Scientific concepts covered in this musical bottle experiment:

  • Vibrations: Understand how tapping a glass bottle sets off vibrations that are crucial for creating sound.
  • Resonance: Explore the concept of resonance as the glass bottle amplifies and sustains the vibrations produced by tapping.
  • Sound Waves: Introduce the idea that the vibrations in the air, known as sound waves, travel to our ears, allowing us to hear the musical note.
  • Pitch: Experiment with different amounts of liquid in the bottles to observe how it affects the pitch of the sound produced.
  • Frequency: Discuss how the speed and frequency of vibrations contribute to the variety of sounds the glass bottles can produce.
  • Hands-On Exploration: Encourage hands-on exploration to connect the theoretical concepts with tangible experiences, fostering a deeper understanding of the science behind music.

How to Adapt the Musical Bottle Activity for All Learners

Whether your little one is ready to produce, “Twinkle Twinkle Little Star” or “Mary Had a Little Lamb” with bottles and water alone, or this is the first bottle experiment they have ever conducted, you can vary the activity to keep it challenging and interesting for all learners.

  1. Colorful Creations: Let preschoolers decorate their glass bottles with vibrant colors or stickers. This caters to those who are visually inclined and adds a personalized touch to their musical instruments.
  2. Sensory Exploration: For tactile learners, consider filling the bottles with different materials like rice, beans, or water to create varied textures and sounds. This adds a sensory dimension to the activity, making it engaging for those who enjoy hands-on experiences.
  3. Collaborative Orchestra: Foster a sense of teamwork by organizing a group activity where each child contributes to a collective glass bottle orchestra. This promotes social interaction and allows children with different abilities to collaborate, creating a harmonious ensemble.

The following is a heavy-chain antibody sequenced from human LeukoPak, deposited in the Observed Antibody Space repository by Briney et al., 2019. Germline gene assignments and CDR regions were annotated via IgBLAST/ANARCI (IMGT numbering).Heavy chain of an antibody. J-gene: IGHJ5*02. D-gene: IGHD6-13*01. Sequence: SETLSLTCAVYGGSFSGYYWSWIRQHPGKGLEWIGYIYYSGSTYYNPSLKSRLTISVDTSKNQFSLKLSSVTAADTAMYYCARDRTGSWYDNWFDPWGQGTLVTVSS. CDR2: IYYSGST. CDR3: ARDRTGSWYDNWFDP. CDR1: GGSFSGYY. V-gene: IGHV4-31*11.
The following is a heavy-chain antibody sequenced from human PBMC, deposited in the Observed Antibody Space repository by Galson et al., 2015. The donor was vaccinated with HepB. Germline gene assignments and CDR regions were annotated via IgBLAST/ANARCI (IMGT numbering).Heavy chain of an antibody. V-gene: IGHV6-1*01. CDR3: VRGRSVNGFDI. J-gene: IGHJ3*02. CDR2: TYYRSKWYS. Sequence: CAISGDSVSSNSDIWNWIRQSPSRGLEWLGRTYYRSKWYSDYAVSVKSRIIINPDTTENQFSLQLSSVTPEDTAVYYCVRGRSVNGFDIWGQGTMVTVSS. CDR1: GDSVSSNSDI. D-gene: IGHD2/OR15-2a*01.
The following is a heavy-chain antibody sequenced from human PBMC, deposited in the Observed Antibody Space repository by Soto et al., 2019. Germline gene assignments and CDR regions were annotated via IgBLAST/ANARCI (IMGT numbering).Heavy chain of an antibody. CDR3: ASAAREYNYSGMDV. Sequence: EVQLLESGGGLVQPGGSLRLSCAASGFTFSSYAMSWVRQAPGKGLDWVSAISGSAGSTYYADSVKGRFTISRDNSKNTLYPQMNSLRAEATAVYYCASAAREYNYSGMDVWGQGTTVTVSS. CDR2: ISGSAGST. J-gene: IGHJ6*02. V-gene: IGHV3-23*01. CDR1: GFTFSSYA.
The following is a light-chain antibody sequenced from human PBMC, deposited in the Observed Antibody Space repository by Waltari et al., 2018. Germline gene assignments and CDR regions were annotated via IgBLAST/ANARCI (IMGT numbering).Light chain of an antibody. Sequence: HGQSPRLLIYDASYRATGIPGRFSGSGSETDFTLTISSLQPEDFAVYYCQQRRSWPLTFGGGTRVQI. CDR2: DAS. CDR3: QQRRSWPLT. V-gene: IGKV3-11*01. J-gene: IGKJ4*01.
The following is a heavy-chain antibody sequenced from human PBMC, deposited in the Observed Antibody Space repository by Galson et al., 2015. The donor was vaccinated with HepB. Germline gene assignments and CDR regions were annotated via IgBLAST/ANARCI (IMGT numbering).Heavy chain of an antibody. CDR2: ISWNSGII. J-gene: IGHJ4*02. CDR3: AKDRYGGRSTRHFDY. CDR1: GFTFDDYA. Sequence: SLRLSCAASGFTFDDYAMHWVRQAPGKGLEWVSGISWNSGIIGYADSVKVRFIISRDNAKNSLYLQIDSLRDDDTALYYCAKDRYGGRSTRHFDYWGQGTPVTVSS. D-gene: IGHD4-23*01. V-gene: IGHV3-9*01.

4. Storytelling Integration: Connect the glass bottle instruments to a whimsical tale or create a narrative around the sounds they produce with airflow. This engages children who thrive on imaginative play and storytelling.
  5. Adaptive Modifications: Tailor the activity to accommodate different abilities by providing adaptive tools or assistance as needed. For instance, offer a variety of wooden mallet sizes for children with different motor skills, ensuring that everyone can actively participate and enjoy making music with bottle sound.

Use a real instrument to extend the activity even further:

  • Flute
  • Piano
  • Electronic keyboard
  • Drum
  • Guitar

Do you love this activity?

Pin it for later!

– Life Over C's Two spoons are tapping on a glass bottle that is half full of water.

Planning for a Community Helpers Theme? We’ve done all the work for you!

We now have interactive thematic lesson plans for toddlers (18-35 months) AND preschoolers (3-5 years)! Get ready for fun and learning with unit lesson plans for your COMMUNITY HELPERS THEME. Explore a variety of themed hands-on activities! Easy to follow lesson plans include activity modifications and adaptations to meet the needs of all learners. For more information, click on the graphics below:

Enjoy making musical instruments with your preschooler!

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author avatar
Kim Staten Owner and Curriculum Designer
Kim Staten is a mother of four children ages 20, 19, 16, and 12. Kim has taught at the preschool, kindergarten and early elementary levels for 16 years. With extensive experience working with special needs children, including her own children with special needs (Rett Syndrome, autism, anxiety, and ADHD), she creates hands-on curricula and activities that are great for working with children of all abilities in the classroom and at home. Hands-on, accessible activities are her passion. 

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  1. The best thing about these classic activities is that everything is still new to the young ones – and they think we’re geniuses for coming up with it! lol!

  2. A cool way to explore sounds. My girls
    so would love this and we have lots of snapple bottles. Mommy has an addiction to strawberry kiwi snapple.